- We will implement a “Coffee Hour with Senior Leadership” recurring event beginning in July to provide a regular opportunity for staff to have conversations with me and other senior leaders concerning DEI or any other topics you wish to discuss.
- If you have other ideas about how to get more voices involved in shaping UC ANR, please send an email to email@example.com.
Additionally, Strategic Communications is developing an anti-racism resources page similar to this page from UC Berkeley and other UC pages. There are also some resources on the Learning and Development site. Please send your ideas and suggestions for additional resources to include to firstname.lastname@example.org. We also welcome your suggestions for resources related to other marginalized groups to help build content that addresses the breadth of DEI. We recognize ANR can do more as an organization to make learning resources available and to create space for self-reflection and critical conversations.
Juneteenth, widely celebrated in African American communities as “Freedom Day” or “Emancipation Day,” marks the date of June 19, 1865, when the federal orders were read by Union Colonel Gordon Granger in Galveston, Texas, informing more than 250,000 still-enslaved Blacks that they had their freedom. The notice came to slaves in the state of Texas more than two years after President Abraham Lincoln signed the Emancipation Proclamation, which became official on January 1, 1863.
Although Juneteenth is not a federal holiday, most states and the District of Columbia have passed legislation recognizing it as a holiday or observance. California recognizes the third Saturday of June in each year as Juneteenth National Freedom Day: A Day of Observance.
Like many across the UC system, I encourage all colleagues to observe Friday, June 19, as a moment to reflect on our country, its treatment of Black, brown and Native American peoples, and to consider how UC values can help guide us into the future.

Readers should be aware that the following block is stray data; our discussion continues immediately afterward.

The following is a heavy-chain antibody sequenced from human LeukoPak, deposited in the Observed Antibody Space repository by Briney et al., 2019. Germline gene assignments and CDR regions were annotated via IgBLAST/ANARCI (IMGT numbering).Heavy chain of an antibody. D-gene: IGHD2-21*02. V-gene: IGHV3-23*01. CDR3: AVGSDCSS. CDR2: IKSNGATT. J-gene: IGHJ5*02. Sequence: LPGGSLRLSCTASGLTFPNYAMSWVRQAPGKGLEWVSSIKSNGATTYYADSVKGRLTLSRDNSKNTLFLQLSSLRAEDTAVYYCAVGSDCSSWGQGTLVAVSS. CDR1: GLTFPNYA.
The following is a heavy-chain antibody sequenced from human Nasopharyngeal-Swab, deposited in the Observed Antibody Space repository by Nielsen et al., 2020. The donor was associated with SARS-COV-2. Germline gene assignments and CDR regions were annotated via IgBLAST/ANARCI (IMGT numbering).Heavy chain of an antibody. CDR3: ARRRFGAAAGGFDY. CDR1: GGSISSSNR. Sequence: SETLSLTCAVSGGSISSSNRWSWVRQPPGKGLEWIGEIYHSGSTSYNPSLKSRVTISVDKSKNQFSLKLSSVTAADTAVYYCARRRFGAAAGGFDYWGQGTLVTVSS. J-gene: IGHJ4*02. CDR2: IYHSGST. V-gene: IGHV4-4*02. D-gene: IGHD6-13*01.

I agree with Executive Vice President and COO Rachael Nava that “Acknowledging the significance of Juneteenth is a good place to start thinking about how we lift each other up rather than holding some among us down. Though many attempts have been made to make Juneteenth an official federal holiday, until that happens, I encourage all supervisors and managers to make a point of allowing employees to use vacation or accrued time off to celebrate Juneteenth freely and with the full pride of UC behind them.”
Due to COVID-19, many Juneteenth celebrations have moved online and a selection of events are listed below:
- BSFO's Juneteenth Virtual Mixer Zoom – 6/19 from 5 p.m.-6 p.m. To join BSFO, email BSFO-UCOP@ucop.edu
- MOAD SF's Juneteenth Harlem of the West Presentation
- Juneteenth - Dia de Los Negros
- Riverside Juneteenth Celebration
- Smithsonian National Museum of African American History & Culture- The Coming of Freedom Celebrating Juneteenth
Pride Film Fest
Please be reminded that the ANR Pride Film Fest continues tomorrow night at 6 pm. Register for the Film Fest at http://ucanr.edu/pride2020 to get the Zoom link.
June 17: Kiki (2017) 1 hour, 34 min. – If anyone wondered where Madonna heard about "voguing," the documentary "Paris is Burning" was the answer. "Kiki" is another deep dive into the same scene. It's an intimate look at a marginalized community, many of whom rely on the various neighborhood clubs for support systems that don't exist anywhere else. The so-called "Kiki" scene is not just about the various competitive dance club contests. The scene provides a social structure, a "net" for kids who have nowhere else to go.